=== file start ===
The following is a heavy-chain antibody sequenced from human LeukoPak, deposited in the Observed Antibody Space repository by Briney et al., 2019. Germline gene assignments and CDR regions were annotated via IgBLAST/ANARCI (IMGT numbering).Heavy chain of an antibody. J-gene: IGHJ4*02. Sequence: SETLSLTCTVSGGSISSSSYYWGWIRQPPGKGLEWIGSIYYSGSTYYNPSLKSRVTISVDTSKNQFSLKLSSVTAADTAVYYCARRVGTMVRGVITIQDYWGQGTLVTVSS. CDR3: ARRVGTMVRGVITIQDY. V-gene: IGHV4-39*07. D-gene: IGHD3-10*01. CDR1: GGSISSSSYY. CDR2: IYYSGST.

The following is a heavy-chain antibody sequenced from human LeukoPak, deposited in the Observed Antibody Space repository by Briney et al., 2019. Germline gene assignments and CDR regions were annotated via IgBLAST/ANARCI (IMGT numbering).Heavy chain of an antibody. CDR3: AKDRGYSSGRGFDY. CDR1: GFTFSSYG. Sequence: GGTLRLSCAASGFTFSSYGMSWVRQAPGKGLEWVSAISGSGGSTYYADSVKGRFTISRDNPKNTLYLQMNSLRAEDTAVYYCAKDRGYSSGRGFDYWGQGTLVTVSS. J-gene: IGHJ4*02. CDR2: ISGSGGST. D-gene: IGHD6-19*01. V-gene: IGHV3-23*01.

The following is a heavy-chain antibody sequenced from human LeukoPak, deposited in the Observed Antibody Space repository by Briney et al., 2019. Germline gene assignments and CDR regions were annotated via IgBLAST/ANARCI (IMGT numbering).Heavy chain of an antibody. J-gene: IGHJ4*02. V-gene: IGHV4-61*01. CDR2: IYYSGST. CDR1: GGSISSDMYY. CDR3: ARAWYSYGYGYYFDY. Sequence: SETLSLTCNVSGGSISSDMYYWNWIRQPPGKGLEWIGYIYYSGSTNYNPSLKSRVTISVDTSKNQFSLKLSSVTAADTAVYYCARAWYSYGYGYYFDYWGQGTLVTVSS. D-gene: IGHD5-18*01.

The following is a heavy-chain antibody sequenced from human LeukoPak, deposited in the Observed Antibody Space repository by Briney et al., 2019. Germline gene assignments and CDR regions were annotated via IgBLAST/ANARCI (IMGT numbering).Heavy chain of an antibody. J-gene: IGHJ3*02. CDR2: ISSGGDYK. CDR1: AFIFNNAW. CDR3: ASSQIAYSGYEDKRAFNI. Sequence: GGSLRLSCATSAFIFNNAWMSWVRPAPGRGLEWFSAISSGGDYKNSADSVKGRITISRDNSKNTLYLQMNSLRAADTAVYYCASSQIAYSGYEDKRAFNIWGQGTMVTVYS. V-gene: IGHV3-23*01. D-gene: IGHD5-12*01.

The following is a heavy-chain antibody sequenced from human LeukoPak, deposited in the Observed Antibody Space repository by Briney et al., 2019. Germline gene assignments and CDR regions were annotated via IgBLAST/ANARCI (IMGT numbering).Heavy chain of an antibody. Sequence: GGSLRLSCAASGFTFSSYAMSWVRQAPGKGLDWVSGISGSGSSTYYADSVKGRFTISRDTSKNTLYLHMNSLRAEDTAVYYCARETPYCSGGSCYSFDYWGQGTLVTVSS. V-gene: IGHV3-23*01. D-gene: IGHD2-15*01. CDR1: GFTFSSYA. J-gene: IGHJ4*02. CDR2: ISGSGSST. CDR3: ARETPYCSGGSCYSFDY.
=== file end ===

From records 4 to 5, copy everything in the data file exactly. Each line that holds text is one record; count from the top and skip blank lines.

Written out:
The following is a heavy-chain antibody sequenced from human LeukoPak, deposited in the Observed Antibody Space repository by Briney et al., 2019. Germline gene assignments and CDR regions were annotated via IgBLAST/ANARCI (IMGT numbering).Heavy chain of an antibody. J-gene: IGHJ3*02. CDR2: ISSGGDYK. CDR1: AFIFNNAW. CDR3: ASSQIAYSGYEDKRAFNI. Sequence: GGSLRLSCATSAFIFNNAWMSWVRPAPGRGLEWFSAISSGGDYKNSADSVKGRITISRDNSKNTLYLQMNSLRAADTAVYYCASSQIAYSGYEDKRAFNIWGQGTMVTVYS. V-gene: IGHV3-23*01. D-gene: IGHD5-12*01.

The following is a heavy-chain antibody sequenced from human LeukoPak, deposited in the Observed Antibody Space repository by Briney et al., 2019. Germline gene assignments and CDR regions were annotated via IgBLAST/ANARCI (IMGT numbering).Heavy chain of an antibody. Sequence: GGSLRLSCAASGFTFSSYAMSWVRQAPGKGLDWVSGISGSGSSTYYADSVKGRFTISRDTSKNTLYLHMNSLRAEDTAVYYCARETPYCSGGSCYSFDYWGQGTLVTVSS. V-gene: IGHV3-23*01. D-gene: IGHD2-15*01. CDR1: GFTFSSYA. J-gene: IGHJ4*02. CDR2: ISGSGSST. CDR3: ARETPYCSGGSCYSFDY.